Your example does nothing to support your statement. "Non-magical stuff" has zero vis value, no surprise in this decision. Give me an example of the loss of something that does have a value in vis, and where the Tribunal condoned the stealing/taking/loss of that (and without other prejudices/complications involved), and that is support for your assertion.

True, but livestock and covenfolk have value that is easily covered in silver. Might be true if the candidatus is claimed from a mundane procurer, but not as much if from a Hermetic Wizard - their time and effort in magical matters is rarely (if ever?) measured in terms of mere silver by any Tribunal.

I remember that case - but I'm not sure it's exactly parallel to what I'm talking about. (Some parts are, but only superficially.) And the ruling is not based on the same part of The Code as I'm appealing to.

The crux of that case, as I remember it, was that the mother of child wanted to save the child for her own apprentice. She was not asking for any "value" back, not petitioning for compensation for "magical power lost" - she (understandably) wanted "her" child back, period. The Tribunal ruled properly, not because the child did not have value, not because the maga had not lost anything, but because the sole issue of the complainant was "rights to the child" - and she had zero.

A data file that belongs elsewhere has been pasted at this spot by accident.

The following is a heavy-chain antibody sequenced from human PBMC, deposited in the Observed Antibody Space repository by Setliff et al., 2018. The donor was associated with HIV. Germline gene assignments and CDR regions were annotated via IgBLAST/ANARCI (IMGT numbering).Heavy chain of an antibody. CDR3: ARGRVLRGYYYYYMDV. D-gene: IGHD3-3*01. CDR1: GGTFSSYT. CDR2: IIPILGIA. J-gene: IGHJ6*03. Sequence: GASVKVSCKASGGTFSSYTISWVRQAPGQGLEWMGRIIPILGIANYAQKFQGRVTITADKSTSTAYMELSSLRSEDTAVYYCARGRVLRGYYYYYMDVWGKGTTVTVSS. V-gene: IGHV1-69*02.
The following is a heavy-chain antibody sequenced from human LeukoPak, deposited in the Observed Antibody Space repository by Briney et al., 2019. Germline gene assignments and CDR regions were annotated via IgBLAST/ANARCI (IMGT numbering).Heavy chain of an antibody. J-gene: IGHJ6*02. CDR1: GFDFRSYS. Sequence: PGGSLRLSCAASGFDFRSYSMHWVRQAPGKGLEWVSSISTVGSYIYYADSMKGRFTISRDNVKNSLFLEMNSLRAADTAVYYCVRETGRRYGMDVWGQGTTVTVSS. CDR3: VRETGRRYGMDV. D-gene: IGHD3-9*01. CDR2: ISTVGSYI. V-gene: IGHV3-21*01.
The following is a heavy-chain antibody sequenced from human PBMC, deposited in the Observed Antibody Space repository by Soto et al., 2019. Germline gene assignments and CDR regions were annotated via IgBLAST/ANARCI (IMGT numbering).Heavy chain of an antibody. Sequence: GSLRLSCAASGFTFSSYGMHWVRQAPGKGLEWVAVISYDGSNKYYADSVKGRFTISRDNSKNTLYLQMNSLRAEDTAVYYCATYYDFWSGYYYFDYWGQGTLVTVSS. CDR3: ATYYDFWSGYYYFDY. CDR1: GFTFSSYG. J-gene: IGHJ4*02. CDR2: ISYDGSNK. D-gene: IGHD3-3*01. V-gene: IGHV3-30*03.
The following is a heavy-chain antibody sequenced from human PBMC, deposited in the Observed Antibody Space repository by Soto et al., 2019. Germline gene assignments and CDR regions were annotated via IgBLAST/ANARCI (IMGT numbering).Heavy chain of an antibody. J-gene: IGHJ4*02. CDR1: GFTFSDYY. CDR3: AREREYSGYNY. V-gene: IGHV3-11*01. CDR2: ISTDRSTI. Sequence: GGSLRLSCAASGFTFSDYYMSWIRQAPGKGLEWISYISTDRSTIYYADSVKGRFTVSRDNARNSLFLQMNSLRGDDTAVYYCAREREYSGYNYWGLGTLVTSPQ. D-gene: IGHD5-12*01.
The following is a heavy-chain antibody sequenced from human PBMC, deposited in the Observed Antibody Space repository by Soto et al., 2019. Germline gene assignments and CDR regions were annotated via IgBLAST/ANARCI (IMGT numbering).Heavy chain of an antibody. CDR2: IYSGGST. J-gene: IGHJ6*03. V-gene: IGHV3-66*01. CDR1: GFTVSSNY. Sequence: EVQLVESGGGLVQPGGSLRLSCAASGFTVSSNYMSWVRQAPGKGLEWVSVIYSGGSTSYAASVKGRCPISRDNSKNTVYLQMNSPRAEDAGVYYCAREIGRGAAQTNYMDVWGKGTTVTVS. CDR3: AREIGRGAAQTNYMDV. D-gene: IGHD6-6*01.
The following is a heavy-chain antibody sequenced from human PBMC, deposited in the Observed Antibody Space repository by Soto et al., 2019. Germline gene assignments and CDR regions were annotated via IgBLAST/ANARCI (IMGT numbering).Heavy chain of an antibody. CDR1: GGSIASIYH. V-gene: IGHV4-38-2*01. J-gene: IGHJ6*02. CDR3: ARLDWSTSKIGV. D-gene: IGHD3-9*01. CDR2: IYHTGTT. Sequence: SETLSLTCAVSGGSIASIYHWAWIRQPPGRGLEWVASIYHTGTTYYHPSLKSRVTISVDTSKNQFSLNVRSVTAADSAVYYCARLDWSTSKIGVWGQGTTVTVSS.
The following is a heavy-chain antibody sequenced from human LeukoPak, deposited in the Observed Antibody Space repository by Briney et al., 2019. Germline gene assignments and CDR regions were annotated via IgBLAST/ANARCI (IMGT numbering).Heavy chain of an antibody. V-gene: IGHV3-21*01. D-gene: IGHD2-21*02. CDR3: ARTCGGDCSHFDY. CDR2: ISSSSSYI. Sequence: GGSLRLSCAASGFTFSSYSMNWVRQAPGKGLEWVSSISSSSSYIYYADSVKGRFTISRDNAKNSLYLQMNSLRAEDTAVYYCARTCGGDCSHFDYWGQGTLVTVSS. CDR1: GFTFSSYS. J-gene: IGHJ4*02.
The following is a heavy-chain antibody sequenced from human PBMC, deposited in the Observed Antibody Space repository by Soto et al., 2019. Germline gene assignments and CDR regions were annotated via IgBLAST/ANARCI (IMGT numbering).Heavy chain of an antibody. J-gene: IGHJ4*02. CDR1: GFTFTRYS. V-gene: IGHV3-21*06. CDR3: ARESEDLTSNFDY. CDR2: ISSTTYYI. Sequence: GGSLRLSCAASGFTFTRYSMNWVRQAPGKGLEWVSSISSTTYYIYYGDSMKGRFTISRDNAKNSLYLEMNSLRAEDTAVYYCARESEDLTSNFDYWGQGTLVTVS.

My mage's position is different. It has nothing to do with who has a right to the candidatus - there is no "apprentice" mentioned in this argument, so those rights are not being contested (and why it is materially different from the above "mother/child" ruling). The "loss" is based on loss of value of magical property, property that has undeniably changed ownership without compensation, and property that has a value clearly measurable in vis. If the child is worth vis (and I don't see how it is not), then my mage has suffered a loss of that vis. If that is worth "magical power" (and I think it's generally accepted that vis is), then my mage has suffered a loss of magical power equal to that loss of vis.

Let's look at a parallel example. Mage #1 finds a magical dingus, and puts that item up for sale. It's lost to Mage #1 due to the (undefined but undeniable) actions of mage #2 - the specifics of "how" don't matter, it's lost to Mage #1. Mage #1 appeals to the Tribunal, seeking the value of the item plus punitive fines (meh, maybe not, but doesn't hurt to ask). It doesn't matter how the 2nd mage's actions created the loss - unless that 2nd mage can prove ownership of the magical property in question before the 1st mage lost it*, the 2nd mage is responsible for (say it with me) "depriving a mage of their magical power". Period.